Blaming Winter For Economy’s Chill Only Goes Snow Far

Old Man Winter has quickly become a convenient fall guy for the raft of weak economic data hitting the market lately but won’t be able to shoulder all the blame if conditions keep deteriorating.

Three vicious storms that visited the East Coast in February caused more than just mountainous snowbanks and their associated hassles.

They are, instead, being faulted as the primary reason for soft manufacturing, housing and retail results-and most critically the monthly unemployment figure to be released Friday.

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“It’s really going to cloud the employment picture this month and it’s going to make the subsequent months’ reports more important,” says Zach Pandl, economist at Nomura Securities in New York. “But the recent data has softened to a greater extent than can be explained by the weather.”

Whereas some economists had expected the unemployment data to start reflecting job growth soon, they now predict job losses of about 55,000-with some estimates going as high as 100,000.

The Obama administration has gone into spin mode, bracing the market for a weak jobs number and telling Wall Street to look beyond the February statistics.

“The blizzards that affected much of the country during the last month are likely to distort the statistics. So it’s going to be very important…to look past whatever the next figures are to gauge the underlying trends,” White House economic adviser Larry Summers told CNBC on Monday.

For the moment, investors seem to be taking the bait.

March has gotten off to a solid start as the market has barely blinked at the staggering economy: Existing home sales plunged 7.2 percent in January, jobless claims last week increased to a worse-than-expected 496,000, and the ICSC-Goldman Sachs retail sales index dropped 0.8 percent last week as the nation reeled from one of its snowiest Februarys on record.

Yet not all the bad news can be blamed on nature, particularly in housing where the most recent sales numbers come from the relatively tame January.

“It clearly makes people question the validity of the data,” says Gary Flam, portfolio manager at Bel Air Investment Advisors in Los Angeles. “If you’re in the hospital for one reason and you get sick with something else, it’s not good. As this economy is limping toward recovery, any setback if it’s weather or something else is clearly going to have an outsized effect.”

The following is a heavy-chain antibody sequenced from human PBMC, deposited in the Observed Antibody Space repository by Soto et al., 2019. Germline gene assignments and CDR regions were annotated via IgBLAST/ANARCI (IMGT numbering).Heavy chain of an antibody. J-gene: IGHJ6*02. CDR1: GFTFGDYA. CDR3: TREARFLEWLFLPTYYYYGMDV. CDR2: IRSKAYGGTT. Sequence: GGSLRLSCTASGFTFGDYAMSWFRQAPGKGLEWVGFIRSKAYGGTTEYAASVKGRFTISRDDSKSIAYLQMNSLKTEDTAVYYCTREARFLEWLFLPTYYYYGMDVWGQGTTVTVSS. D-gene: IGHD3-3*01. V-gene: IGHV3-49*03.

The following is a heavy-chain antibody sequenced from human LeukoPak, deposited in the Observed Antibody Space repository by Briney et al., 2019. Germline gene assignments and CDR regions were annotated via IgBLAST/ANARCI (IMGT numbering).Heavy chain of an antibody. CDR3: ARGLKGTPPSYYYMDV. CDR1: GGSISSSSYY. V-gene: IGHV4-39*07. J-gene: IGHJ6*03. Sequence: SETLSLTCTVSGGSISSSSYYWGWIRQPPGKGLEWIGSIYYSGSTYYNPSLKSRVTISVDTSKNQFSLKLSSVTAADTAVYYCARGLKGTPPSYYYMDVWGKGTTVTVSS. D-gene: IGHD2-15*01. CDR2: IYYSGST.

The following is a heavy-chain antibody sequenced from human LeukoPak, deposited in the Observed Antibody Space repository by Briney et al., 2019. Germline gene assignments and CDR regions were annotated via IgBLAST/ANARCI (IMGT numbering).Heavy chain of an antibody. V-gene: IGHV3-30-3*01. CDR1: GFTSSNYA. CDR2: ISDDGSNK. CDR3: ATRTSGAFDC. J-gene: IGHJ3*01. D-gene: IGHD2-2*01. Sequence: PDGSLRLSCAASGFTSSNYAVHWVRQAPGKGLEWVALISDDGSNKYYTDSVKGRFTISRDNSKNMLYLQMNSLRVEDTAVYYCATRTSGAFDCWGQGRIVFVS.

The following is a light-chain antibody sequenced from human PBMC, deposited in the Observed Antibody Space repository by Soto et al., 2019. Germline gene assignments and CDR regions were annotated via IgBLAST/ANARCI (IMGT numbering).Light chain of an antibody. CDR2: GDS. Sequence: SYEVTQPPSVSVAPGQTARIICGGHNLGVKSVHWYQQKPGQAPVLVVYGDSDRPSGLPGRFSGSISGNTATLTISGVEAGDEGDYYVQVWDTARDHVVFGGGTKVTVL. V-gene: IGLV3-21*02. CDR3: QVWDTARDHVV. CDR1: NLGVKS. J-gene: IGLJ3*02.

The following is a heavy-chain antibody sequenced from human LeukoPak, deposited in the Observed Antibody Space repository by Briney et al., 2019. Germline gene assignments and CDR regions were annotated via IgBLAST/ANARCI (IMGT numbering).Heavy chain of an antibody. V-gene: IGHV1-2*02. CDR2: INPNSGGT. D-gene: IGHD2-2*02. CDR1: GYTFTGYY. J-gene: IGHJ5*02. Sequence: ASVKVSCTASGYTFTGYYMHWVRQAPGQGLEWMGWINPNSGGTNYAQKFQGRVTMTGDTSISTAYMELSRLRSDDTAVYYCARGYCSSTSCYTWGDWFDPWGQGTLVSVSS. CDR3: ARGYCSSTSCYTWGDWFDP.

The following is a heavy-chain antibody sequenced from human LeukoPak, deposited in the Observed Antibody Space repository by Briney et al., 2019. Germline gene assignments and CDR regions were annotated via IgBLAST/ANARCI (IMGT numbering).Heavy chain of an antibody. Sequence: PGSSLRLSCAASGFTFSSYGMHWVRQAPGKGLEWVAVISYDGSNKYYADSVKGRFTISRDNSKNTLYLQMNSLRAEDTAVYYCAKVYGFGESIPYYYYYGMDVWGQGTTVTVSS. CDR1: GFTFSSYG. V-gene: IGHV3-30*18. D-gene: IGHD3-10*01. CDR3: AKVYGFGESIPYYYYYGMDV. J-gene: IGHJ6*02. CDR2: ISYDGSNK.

What’s important, Flam and others say, is that economic signs quickly start improving now that the worst of the weather is hopefully in the past.

“For now the weather is an adequate excuse given the ferocity and how much of the nation it has affected,” he says. “It’s going to be the spring data that’s really going to tell us whether the economy has legs to continue into the second half or if we’re facing renewed concerns about a double dip.”

But while housing may have weaker case blaming the weather, retailers can make a much stronger case.

The February snow scorecard had Philadelphia getting 51 inches, Washington D.C. seeing nearly 50 and New York being hammered with 29 inches.

February is not a huge month for the industry, making it all the more convenient to blame the blizzards.

“You’ve got records set all over the place,” Scott Bernhardt, chief operating officer at Planalytics’, which provides weather information for businesses, told Reuters. “Last year at this time, especially in the East and Southeast, it was basically spring.”

But the lousy retail numbers also show that investors will need a strong stomach to get through some of the winter contagion.

Tom Higgins, chief economist at Payden & Rygel in Los Angeles, predicts the job losses will be closer to 100,000, a number that would be sure to rattle Wall Street.

“The market is not going to like that,” Higgins says. “Hopefully with the March numbers you’ll see that weather effect fade. That will be the way to check whether the weather played a meaningful role.”

At the same time, the winter stumble also could serve as a reminder that the economy is far from ready to roar and is capable of getting thrown off track by most any disruption.

“Some in the double-dip came view this as confirmation that the economy is softening,” Higgins says. “Nothing has really changed… We don’t think we’re headed for a double-dip recession, but we think growth is going to a long, slow slog.”

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